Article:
The FCC’s broadband privacy bid, Apple vs. the FBI and a security commission bill in congress are all being weighed.
All the three branches of federal government in a rare confluence of events, are weighing changes which would affect how and when personal data is accessed.
Somewhat approaches are contradictory. Citizen privacy would be protected by some moves, while by government agencies other could result in more access to records which is kept by smartphones and business users about personal informations. At the center of the discussion, there is Encryption Technology, with intelligence officials who are eager to find ways for the detection of communications on smartphones which are used by terrorists and criminals.
Before Congress as well as the executive branch, in the federal judiciary, various actions are taking place.
ISP and FCC Privacy
In the latest proposal which was made last week, the Federal Communication Commission wants internal service provide to collect or receive customer permission before their privacy data is used for marketing and various other purposes.
At March 31st Meeting, the FCC will debate the proposal. From nearly 60 digital and privacy rights groups including Free Press, the proposal quickly won an endorsement.
Meanwhile, the opponents have also emerged, including Innovation Foundation & Information Technology who said US Federal Trade Commission’s broadband’s oversight provider already provides security to broadband customer privacy while making a privacy balance between innovations and industry costs.
Both FTC Chairwoman Edith Ramirez and FCC chairman Tom Wheeler appeared together in January at CES trade show to expand their efforts to protect privacy of customer.
The FBI and the Apple
FBI’s attempt to force Apple to write new software which is also receiving big headlines that would override password prediction on the mass shooter’s iPhone in last year’s deadly San Bernardino, Calf, attacks.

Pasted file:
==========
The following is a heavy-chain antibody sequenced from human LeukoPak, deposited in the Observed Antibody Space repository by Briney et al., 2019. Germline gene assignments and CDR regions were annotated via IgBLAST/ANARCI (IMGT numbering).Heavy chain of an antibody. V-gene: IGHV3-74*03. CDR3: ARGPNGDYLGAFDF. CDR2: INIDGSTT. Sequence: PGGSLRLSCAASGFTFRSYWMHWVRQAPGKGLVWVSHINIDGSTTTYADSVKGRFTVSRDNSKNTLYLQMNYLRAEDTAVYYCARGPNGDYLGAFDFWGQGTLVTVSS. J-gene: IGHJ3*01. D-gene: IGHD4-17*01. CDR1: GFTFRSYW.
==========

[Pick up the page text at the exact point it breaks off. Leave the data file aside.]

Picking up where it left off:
On 16th Feb, Magistrate Judge Sheri Pym, given order to Apple to comply, but the company is appealing the decision on various legal grounds including constitutional. On Tuesday, a hearing on appeal is set. Many experts are expecting that the case will end up at the US Supreme Court.
To create 16 member commission on technology and security challenges, legislation expected to pass in Congress. The commission, which is drawn from a board base of privacy and security advocates, to issue a final report, they would have an year.
Sen. Mark Warner (Da-Va), who is one of the co-sponsor of commission, said that the group can “strikes an appropriate balance which protects American Security, American’s Privacy and American Competitiveness”.
A big issue for commission’s backers is ensuring that Congress not pass knee-jerk legislation seeking workaround or backdoor of encryption which is used on smartphones or other devices. The main concern is, since several encryption apps are available from foreign companies which is out of reach of US laws, only US based regulation would be hurt. Furthermore, terrorists can build their own apps or use apps developed in other countries.
Analysts noted that while many concern over privacy and encryption rose out of the mass shooting attacks in San Bernardino or Paris, before all major branches of government, the recent deliberations can be tied to the election calender.
The officials and FCC commissioners at the Department of Justice, President appoints the FBI and other security agencies, and term of Barack Obama end in January. The same goes for one third of the members of the Senate and 435 members of the House.
The Apple and others in the Judiciary branch, could drag on well past January. If the case goes in Supreme Court, the appointment and confirmation of ninth justice to replace Antonin Scala who is recent deceased conservative, could have bearing on the outcome.
While the FBI and other agencies are forcing for smartphones access which is specifically designed by Apple for the protection of personal information and other government actions like the one before FCC, are going in other direction.
Avivah Litan who is a long time security analyst at Gartner, said in an email that “The FCC is right on the mark for protecting privacy of the consumer, but it is also in direct contradiction in spirit to what FBI is asking for from various technology companies”.
Litan said that “There is ton of rich data at ISPs which can be used to track and identify criminals and terrorists. In fact, this data is more fertile in comparison to the what is on the personal smartphone, because it reveals network and connections which involves terrorists and crime rings”.
Given that a terrorists or criminals could resort to using a prepaid burner phones easily – as happened in San Bernardino attack with two other phones. Litan suggested that for FBI, going after smartphone protection with encryption might not be the most effective course.